Throughout the year, tour buses carry travel groups through the forest, and school buses haul kids from as far away as Des Moines to view the towering, undulating hills and traverse the curvy roads that once served as stagecoach routes.
Still, because of the vastness of Loess Hills State Forest, the 25,000 people who visit it annually do not translate into tourist overload by any means. Nevertheless, it’s likely somewhere along the trails and byways a visitor will encounter other sojourners and enjoy a conversation. In such a remote location as the forest’s main overlook high on a bluff in the Preparation Canyon unit, such an opportunity comes as an especially pleasant surprise.
“We’re shocked to find anyone up here, especially ourselves,” laughs Tony Meiner from Carroll, who along with his wife, Colleen, and cousins, Harold and Carol Meiner of Coon Rapids, stands on the large, well-built, handicapped-accessible observation deck that offers breath-taking panoramic views of the majestic hills and deep valleys.
“We’ve spent the day road-tripping and had never been here so we just followed the road,” he offers. “We did get a little lost, though,” delighted at their good fortune in discovering the scenic overlook.
“A little?” chimes in Harold, poking fun. “He acted like he knew where we were, but he didn’t have any idea, and we all knew it.”
Hearing the cousins cajole one another, Olson says that despite their particular circumstance, “This overlook is one of the most visited spots in Iowa. We’ve had as many as 30 to 40 weddings and receptions right here on the overlook.”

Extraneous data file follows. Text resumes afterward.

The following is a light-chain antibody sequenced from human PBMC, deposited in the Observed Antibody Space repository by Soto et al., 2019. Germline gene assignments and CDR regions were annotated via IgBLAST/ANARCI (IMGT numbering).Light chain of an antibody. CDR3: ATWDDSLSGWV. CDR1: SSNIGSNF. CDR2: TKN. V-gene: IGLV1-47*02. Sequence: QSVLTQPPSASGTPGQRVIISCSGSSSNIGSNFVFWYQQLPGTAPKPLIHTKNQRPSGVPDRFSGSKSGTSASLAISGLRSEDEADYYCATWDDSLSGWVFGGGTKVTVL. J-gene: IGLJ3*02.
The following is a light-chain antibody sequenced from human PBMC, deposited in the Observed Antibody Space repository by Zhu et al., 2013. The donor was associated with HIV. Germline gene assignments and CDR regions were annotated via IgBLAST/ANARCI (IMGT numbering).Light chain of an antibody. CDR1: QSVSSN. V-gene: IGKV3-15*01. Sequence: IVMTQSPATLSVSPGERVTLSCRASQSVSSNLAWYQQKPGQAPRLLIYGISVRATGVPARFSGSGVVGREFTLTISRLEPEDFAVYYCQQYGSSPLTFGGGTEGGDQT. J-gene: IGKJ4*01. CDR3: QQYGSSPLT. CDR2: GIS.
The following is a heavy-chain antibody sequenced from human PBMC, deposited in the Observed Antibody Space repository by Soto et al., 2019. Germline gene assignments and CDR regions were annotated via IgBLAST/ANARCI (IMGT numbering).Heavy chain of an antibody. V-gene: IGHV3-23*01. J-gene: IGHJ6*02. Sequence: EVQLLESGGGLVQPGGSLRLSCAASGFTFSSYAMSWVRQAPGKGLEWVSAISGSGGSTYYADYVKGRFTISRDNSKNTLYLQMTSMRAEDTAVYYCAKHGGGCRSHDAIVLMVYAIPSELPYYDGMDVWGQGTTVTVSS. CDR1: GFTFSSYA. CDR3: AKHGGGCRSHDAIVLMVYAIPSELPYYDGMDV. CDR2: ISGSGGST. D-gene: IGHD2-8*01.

“Well, sure, I knew that and that’s why we’re here,” Tony responds to the loud “Harrumph!” of his disbelieving cousin.
As if everything encountered thus far has not been enough to satisfy the curious, there’s much more in a visit to Preparation Canyon State Park.
Less than two miles from the soaring overlook, Preparation Canyon is a unique 344-acre park. The name came from its location on the site of the former Mormon town, Preparation, with colorful history galore.
In 1853, Charles B. Thompson led about 60 families away from the Utah-bound Mormon wagon train after the charismatic leader reported receiving a message from the “Spirit” to settle the area. This place was to be their “School of Preparation for the Life Beyond.”
To everyone’s surprise it turned out to be the richest farming valley in the new territory. The canny, greedy Thompson, pretending to receive further directives from the “Spirit,” successfully collected all the deeds and possessions from the settlers.
By 1856, the townspeople realized they had been duped and demanded return of their property. The swindler refused and narrowly escaped being lynched, fleeing the state unable to secure the deeds. Most of the disillusioned settlers moved on to Utah. Those remaining prospered for a few decades, but by 1900, Preparation had faded into obscurity. Eventually, descendants of one of the original families sold their land to the state and thus came the park.
Preparation Canyon is also the only state park to have entirely hike-in camping. Ten primitive sites, for which no reservations are needed, are equipped with picnic tables, grills and pit toilets.